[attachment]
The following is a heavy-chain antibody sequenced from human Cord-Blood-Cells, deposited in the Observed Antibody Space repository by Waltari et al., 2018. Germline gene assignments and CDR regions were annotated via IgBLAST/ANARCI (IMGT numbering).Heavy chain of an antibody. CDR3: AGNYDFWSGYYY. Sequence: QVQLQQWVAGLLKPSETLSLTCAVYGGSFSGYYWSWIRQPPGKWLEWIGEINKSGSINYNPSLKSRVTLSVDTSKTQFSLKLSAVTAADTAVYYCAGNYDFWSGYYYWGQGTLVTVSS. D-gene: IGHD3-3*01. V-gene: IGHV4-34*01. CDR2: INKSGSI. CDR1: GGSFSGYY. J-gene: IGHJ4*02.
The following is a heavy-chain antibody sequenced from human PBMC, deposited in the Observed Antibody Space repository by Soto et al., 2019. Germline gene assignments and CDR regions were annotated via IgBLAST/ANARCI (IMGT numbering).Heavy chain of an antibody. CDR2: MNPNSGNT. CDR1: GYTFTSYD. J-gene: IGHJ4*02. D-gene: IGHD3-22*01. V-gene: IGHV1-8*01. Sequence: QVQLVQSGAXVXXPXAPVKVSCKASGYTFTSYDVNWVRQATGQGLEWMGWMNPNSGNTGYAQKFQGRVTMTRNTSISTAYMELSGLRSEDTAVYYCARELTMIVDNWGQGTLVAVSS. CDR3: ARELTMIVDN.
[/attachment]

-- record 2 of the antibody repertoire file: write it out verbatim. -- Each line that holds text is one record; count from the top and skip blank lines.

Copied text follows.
The following is a heavy-chain antibody sequenced from human PBMC, deposited in the Observed Antibody Space repository by Soto et al., 2019. Germline gene assignments and CDR regions were annotated via IgBLAST/ANARCI (IMGT numbering).Heavy chain of an antibody. CDR2: MNPNSGNT. CDR1: GYTFTSYD. J-gene: IGHJ4*02. D-gene: IGHD3-22*01. V-gene: IGHV1-8*01. Sequence: QVQLVQSGAXVXXPXAPVKVSCKASGYTFTSYDVNWVRQATGQGLEWMGWMNPNSGNTGYAQKFQGRVTMTRNTSISTAYMELSGLRSEDTAVYYCARELTMIVDNWGQGTLVAVSS. CDR3: ARELTMIVDN.